Many websites provide links to various organizations and other venues concerned with rare books and the history of books and printing. The best-organized and most comprehensive list, maintained by Peter VerHeyen, is to be found on the Book Arts Web, under Book Arts Links.
The short sections presented below make no attempt to compete with VerHeyen's excellent set of links; they may, however, be useful as signposts pointing in various basic bibliographical directions.
- The Antiquarian Book Trade
- Bibliographical and Book History Societies
- Book Collecting
- Further Reading
- I Have This Old Book...
- Rare Book/Special Collections Library Associations
- Research Libraries
The Antiquarian Book Trade
The premier association of antiquarian booksellers in the United States is the Antiquarian Booksellers' Association of America (ABAA); there are about 470 members, many of whom also belong, through their ABAA membership, to the International League of Antiquarian Booksellers (ILAB/LILA). The ABAA sponsors three annual antiquarian book fairs: in Boston, California (alternating between Los Angeles and San Francisco), and New York City; and it puts out an annual directory of its members (single copies available gratis from the association's NYC headquarters). The ABAA has eight regional chapters, each with its own directory. There are a number of other regional used/antiquarian bookseller associations in the United States, some of which sponsor popular book fairs of their own.
Bibliographical and Book History Societies
The principal American societies include APHA, BSA, BSUVA, and SHARP. All have open membership, and they all sponsor the usual mix of journals, newsletters, conferences, and related activities.
Biannual journal (Printing History); newsletter; annual conference in the fall in various locations; annual meeting in NYC on the last Saturday in January; several regional chapters.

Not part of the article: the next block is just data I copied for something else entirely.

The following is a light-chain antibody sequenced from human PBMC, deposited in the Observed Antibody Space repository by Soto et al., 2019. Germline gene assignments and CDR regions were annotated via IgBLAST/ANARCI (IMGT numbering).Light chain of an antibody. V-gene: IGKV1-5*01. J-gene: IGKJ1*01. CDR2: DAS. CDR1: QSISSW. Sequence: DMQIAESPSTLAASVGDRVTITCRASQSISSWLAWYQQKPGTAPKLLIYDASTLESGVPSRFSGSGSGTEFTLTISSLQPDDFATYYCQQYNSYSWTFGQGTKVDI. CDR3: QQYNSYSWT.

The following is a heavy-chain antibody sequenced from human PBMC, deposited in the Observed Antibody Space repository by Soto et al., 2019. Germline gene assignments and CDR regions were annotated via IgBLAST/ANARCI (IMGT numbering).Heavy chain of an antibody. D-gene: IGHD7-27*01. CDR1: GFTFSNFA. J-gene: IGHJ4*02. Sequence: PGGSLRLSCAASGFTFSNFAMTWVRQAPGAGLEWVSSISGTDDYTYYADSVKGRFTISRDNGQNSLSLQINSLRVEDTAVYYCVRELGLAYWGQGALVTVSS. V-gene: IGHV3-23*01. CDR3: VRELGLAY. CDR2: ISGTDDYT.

Quarterly journal (Papers of the BSA); monographs; sponsors occasional lectures in various locations; annual meeting in NYC on the last Friday in January.
Annual volume (Studies in Bibliography, also available online free on the Society's website); monographs; annual meeting in March at UVA.
Annual volume (Book History); newsletter; email listserv.
Many Americans also belong to:
Quarterly journal (The Library, also available online for a fee); monographs; monthly meetings in London.
There are many regional book collecting societies and clubs in the United States. Most of them belong to an umbrella organization called the Fellowship of American Bibliophilic Societies (FABS). On the FABS home page, click on "Member Clubs" for a useful address list of participating groups.
Nearly all RBS courses have online advance reading lists. Those for H-10: The History of the Book, 200–2000, G-20: Printed Books to 1800: Description & Analysis, and G-30: Printed Books since 1800: Description & Analysis are good places to begin a systematic course of reading in the history of books and printing.
I Have This Old Book...
A useful place to begin the investigation of a particular book of potential rarity and/or value is a guide published by RBMS called Your Old Books. This guide addresses some frequently asked questions about rare and older books and their values; an appendix lists online and print resources for more information on the questions covered.
Rare Book/Special Collections Library Associations
The principal American library/archives assocations include RBMS and SAA. They both have the usual association mix of journals and other publications, conferences, and the like.
RBMS: The Rare Books & Manuscripts Section of the Association of College & Research Libraries (ACRL), a division of the American Library Association (ALA)
Twice-yearly journal (RBM: A Journal of Rare Books, Manuscripts, and Cultural Heritage); newsletter; annual pre-conference usually in June, immediately preceding the annual conference of ALA; various activities at ALA's midwinter and annual conferences.
Semi-annual journal (American Archivist); newsletter; annual conference; various other continuing education and activities.
The largest academic and research libraries tend to belong to the Association of Research Libraries (ARL); go here for a list of the senior rare book personnel in ARL libraries. Many of the country's major independent research libraries belong to the Independent Research Libraries Association (IRLA). About 80 selective liberal arts colleges belong to a library consortium called the Oberlin Group.
Envoy: Of making links there is no end, but we hope that the basic references set forth above will point you in useful directions.